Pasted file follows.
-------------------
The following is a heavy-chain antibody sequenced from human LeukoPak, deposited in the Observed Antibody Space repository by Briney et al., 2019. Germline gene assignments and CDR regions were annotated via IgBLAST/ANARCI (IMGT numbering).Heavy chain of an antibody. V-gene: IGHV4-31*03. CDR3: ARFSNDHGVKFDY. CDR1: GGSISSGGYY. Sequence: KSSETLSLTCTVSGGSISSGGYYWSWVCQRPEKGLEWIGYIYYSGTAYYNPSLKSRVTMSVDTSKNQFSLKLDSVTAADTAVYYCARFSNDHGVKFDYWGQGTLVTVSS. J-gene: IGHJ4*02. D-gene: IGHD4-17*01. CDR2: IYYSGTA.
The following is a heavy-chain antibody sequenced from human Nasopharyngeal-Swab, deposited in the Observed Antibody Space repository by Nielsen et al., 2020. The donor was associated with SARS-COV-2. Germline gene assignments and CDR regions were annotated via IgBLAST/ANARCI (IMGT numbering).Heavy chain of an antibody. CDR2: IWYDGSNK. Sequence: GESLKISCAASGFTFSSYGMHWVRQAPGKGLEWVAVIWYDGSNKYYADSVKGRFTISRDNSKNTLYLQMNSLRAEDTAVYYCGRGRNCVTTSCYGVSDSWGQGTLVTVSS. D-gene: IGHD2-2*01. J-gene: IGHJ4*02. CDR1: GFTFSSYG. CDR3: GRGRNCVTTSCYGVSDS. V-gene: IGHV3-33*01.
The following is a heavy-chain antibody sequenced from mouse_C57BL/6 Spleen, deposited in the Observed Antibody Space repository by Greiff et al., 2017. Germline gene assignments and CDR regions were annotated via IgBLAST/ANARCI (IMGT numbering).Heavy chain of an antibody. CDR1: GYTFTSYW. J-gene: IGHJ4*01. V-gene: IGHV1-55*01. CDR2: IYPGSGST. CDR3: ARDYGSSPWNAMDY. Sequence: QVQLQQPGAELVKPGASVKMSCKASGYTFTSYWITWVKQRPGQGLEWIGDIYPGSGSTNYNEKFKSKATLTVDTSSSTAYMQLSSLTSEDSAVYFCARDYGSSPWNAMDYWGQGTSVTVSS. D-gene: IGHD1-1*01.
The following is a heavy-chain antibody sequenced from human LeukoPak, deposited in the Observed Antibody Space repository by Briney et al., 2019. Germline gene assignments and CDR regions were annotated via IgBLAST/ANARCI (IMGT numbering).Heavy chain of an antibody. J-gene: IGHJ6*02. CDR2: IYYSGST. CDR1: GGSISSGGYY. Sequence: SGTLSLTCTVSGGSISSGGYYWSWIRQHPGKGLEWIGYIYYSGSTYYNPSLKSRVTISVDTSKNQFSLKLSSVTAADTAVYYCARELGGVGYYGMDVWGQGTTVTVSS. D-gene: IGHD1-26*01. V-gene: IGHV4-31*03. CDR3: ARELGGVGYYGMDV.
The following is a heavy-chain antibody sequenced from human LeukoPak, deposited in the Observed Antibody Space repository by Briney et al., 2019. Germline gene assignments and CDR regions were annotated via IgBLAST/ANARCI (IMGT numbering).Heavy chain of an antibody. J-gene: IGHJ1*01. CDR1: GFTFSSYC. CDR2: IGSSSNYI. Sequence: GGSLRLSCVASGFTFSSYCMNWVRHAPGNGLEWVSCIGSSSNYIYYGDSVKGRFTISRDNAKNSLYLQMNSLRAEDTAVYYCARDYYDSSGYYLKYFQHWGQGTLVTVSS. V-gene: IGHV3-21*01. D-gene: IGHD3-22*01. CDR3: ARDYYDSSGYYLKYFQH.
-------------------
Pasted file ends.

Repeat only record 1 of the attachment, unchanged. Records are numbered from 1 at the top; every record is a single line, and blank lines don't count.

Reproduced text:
The following is a heavy-chain antibody sequenced from human LeukoPak, deposited in the Observed Antibody Space repository by Briney et al., 2019. Germline gene assignments and CDR regions were annotated via IgBLAST/ANARCI (IMGT numbering).Heavy chain of an antibody. V-gene: IGHV4-31*03. CDR3: ARFSNDHGVKFDY. CDR1: GGSISSGGYY. Sequence: KSSETLSLTCTVSGGSISSGGYYWSWVCQRPEKGLEWIGYIYYSGTAYYNPSLKSRVTMSVDTSKNQFSLKLDSVTAADTAVYYCARFSNDHGVKFDYWGQGTLVTVSS. J-gene: IGHJ4*02. D-gene: IGHD4-17*01. CDR2: IYYSGTA.